Tracking water pollution from farms


Passage: Students paddle from Shenandoah Valley to the Chesapeake, learning the route - and root - of much environmental damage.

July 22, 2005|By Tom Horton | Tom Horton,SUN STAFF

KINSALE, Va. - "Smells like detritus!" hollers Justin Powers, 17, as our kayak flotilla noses into a salt marsh where the Yeocomico and Potomac rivers meet near the Chesapeake.

It is good that Justin and his 15 colleagues from Turner Ashby High School, in the far-off Shenandoah Valley farming country, know the odor of organic matter decaying from tidal marshes - vital fuel for the web of life in the Chesapeake.

Making the connections between farmland and bay waters has never been more pressing. This summer, it has spurred an extraordinary 355-mile paddle that began on streams through cow pastures in the shadow of the Blue Ridge mountains, and ends this weekend, 30 days later, in the blue crab capital of Tangier Island. Led by agriculture and ecology teacher Eric Fitzgerald, Turner Ashby has sent kids for years now on shorter three-day trips to Chesapeake Bay Foundation education centers on Tangier and Maryland's Smith Island.

On Smith, the Rockingham County public school's arrivals are an event for celebration. They come bearing a bounty of delicious chicken for an island-wide barbecue.

Rockingham and the surrounding counties of Virginia's poultry-growing region also send a less-welcome gift every day: loads of excess nutrients from manure that wash down the Shenandoah and Potomac.

These nutrients, along with pollution from sewage, dirty air and runoff from development, have hammered the growth of aquatic grasses that provide refuge for the bay's fish and crabs. Rockingham County's mixed tribute of chicken and chicken droppings is a microcosm of the paradox across the bay's six-state watershed. Its agriculture can feed the world, but not without unacceptable degradation downstream.

One of the most critical agendas for the next couple of years in restoring bay water quality will be prodding and helping farmers reduce pollution.

A coalition of environmental and agricultural groups and legislative organizations are focusing on the 2007 federal Farm Bill reauthorization. They would switch some of the billions of dollars annually that subsidize farmers for producing more, paying them instead for practices enhancing water quality.

And while this summer's Shenandoah-to-Tangier paddle by a bunch of schoolkids is scarcely a turning point in that larger agenda, anyone who spends a day or two with this group can imagine them playing a role.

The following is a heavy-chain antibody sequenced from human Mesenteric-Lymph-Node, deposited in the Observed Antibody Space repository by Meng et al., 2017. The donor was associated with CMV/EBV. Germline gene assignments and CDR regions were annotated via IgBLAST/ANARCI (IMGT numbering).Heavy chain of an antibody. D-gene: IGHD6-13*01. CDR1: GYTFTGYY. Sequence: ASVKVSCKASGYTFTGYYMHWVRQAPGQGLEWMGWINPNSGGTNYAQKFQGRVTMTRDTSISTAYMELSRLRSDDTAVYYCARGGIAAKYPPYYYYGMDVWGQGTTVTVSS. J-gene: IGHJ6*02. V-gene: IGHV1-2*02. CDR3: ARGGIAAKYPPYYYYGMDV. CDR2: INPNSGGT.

"They are the greatest bunch of kids I've ever had," said Don Baugh, the longtime director of education for the Bay Foundation, which has taught tens of thousands of kids.

"They'll be changed for life by this experience," Baugh said. Some, he is pretty sure, "will become ambassadors for our streams and rivers and for the bay."

It's an extraordinary group. Many are Mennonites. They have held church services along the route. All are members of the old Future Farmers of America, now known as The National FFA Organization.

The name change reflects that this is not your father's FFA. "Virtually none of these kids are from traditional farm families," says Fitzgerald, though all are interested in careers -veterinarians, natural resource management, communications - that will involve or influence agriculture in some way.

Tara McFarland, 17, one of the paddlers, is both FFA and National Honor Society president at Turner Ashby. She and the others have been writing letters as they go to politicians about their observations on land use and water quality.

They've paddled since June 24 from streams to rapids to tidewater; from smallmouth bass and rainbow trout to rockfish and oyster-eating rays.

They've seen cows muddying and urinating in streams; talked to farmers who have dug deep into their own pockets to plant water quality buffers; and noticed farmland falling to housing developments.

Upstream - where they live -they passed signs warning against eating the fish because of contamination by mercury and PCBs. On the Potomac below Washington, they had to halt daily swims, despite the heat, as they paddled for miles through noxious algae that can be fatal if ingested.

They've met inner-city D.C. kids trying to restore the urban Anacostia River there; also with Virginia's secretaries of agriculture and natural resources. (Do NOT accept the bay environment you see today as normal, Natural Resources Secretary W. Tayloe Murphy Jr. urged them).

They've also seen that there's still abundant beauty, that 20 eagles can be spotted in a day, and sunsets and moonrises over the broad Potomac.

The trip has created "a tremendously good buzz" in farm communities, Baugh says, with coverage from the National Farm Bureau, National Geographic and the National FFA.

It's music to the Bay Foundation educator's ears. "Usually the buzz we've stirred up with agriculture has been the buzzing of hornets," he said.

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